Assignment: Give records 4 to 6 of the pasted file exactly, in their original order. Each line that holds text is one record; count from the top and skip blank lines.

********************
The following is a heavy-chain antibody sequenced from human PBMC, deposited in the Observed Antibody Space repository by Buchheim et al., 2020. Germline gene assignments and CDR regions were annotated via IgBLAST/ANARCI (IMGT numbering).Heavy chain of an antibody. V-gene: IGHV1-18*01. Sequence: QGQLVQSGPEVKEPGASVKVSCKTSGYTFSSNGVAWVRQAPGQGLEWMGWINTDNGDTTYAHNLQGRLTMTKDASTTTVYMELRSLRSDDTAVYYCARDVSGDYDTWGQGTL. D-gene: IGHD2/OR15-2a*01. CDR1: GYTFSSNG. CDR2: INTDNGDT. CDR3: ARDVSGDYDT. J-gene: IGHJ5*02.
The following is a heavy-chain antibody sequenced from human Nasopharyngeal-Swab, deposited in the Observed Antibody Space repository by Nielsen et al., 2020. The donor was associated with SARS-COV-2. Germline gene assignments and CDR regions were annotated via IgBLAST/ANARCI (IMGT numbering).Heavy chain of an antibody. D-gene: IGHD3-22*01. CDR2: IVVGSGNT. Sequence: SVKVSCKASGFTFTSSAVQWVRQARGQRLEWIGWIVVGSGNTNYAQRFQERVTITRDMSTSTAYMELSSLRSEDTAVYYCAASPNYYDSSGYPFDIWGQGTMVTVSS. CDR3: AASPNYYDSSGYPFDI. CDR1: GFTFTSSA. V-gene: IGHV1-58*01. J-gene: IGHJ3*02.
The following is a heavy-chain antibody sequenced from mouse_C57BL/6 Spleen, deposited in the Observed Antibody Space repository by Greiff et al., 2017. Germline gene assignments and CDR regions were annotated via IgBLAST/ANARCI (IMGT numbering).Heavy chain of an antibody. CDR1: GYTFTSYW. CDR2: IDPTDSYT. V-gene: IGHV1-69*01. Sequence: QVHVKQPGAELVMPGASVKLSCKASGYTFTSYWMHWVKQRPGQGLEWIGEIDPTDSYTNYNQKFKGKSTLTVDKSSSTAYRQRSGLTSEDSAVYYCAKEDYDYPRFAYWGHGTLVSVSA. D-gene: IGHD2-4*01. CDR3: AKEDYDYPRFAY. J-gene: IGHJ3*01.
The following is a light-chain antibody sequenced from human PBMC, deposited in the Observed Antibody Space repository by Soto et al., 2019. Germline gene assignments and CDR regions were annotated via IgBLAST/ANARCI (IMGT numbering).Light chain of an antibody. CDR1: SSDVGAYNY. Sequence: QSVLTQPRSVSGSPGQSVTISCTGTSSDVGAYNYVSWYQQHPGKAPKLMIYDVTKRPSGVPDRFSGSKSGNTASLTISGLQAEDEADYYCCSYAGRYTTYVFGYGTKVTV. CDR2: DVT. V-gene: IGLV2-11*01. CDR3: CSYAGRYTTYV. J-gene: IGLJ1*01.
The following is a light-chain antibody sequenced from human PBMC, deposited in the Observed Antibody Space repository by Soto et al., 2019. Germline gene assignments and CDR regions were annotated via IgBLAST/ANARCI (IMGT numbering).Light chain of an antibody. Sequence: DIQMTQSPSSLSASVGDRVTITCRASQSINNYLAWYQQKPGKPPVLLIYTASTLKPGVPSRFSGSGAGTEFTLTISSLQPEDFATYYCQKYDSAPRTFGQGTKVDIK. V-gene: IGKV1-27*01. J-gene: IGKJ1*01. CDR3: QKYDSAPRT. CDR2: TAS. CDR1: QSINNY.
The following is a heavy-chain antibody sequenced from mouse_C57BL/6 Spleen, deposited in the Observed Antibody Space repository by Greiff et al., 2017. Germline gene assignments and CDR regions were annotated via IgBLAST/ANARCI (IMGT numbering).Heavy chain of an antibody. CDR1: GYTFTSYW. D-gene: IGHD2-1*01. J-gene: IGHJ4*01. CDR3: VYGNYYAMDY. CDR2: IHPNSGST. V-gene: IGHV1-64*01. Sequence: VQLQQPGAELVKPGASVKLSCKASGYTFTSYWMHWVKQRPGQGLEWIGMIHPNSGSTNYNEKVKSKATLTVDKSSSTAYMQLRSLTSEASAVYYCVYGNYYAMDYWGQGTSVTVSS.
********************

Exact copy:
The following is a light-chain antibody sequenced from human PBMC, deposited in the Observed Antibody Space repository by Soto et al., 2019. Germline gene assignments and CDR regions were annotated via IgBLAST/ANARCI (IMGT numbering).Light chain of an antibody. CDR1: SSDVGAYNY. Sequence: QSVLTQPRSVSGSPGQSVTISCTGTSSDVGAYNYVSWYQQHPGKAPKLMIYDVTKRPSGVPDRFSGSKSGNTASLTISGLQAEDEADYYCCSYAGRYTTYVFGYGTKVTV. CDR2: DVT. V-gene: IGLV2-11*01. CDR3: CSYAGRYTTYV. J-gene: IGLJ1*01.
The following is a light-chain antibody sequenced from human PBMC, deposited in the Observed Antibody Space repository by Soto et al., 2019. Germline gene assignments and CDR regions were annotated via IgBLAST/ANARCI (IMGT numbering).Light chain of an antibody. Sequence: DIQMTQSPSSLSASVGDRVTITCRASQSINNYLAWYQQKPGKPPVLLIYTASTLKPGVPSRFSGSGAGTEFTLTISSLQPEDFATYYCQKYDSAPRTFGQGTKVDIK. V-gene: IGKV1-27*01. J-gene: IGKJ1*01. CDR3: QKYDSAPRT. CDR2: TAS. CDR1: QSINNY.
The following is a heavy-chain antibody sequenced from mouse_C57BL/6 Spleen, deposited in the Observed Antibody Space repository by Greiff et al., 2017. Germline gene assignments and CDR regions were annotated via IgBLAST/ANARCI (IMGT numbering).Heavy chain of an antibody. CDR1: GYTFTSYW. D-gene: IGHD2-1*01. J-gene: IGHJ4*01. CDR3: VYGNYYAMDY. CDR2: IHPNSGST. V-gene: IGHV1-64*01. Sequence: VQLQQPGAELVKPGASVKLSCKASGYTFTSYWMHWVKQRPGQGLEWIGMIHPNSGSTNYNEKVKSKATLTVDKSSSTAYMQLRSLTSEASAVYYCVYGNYYAMDYWGQGTSVTVSS.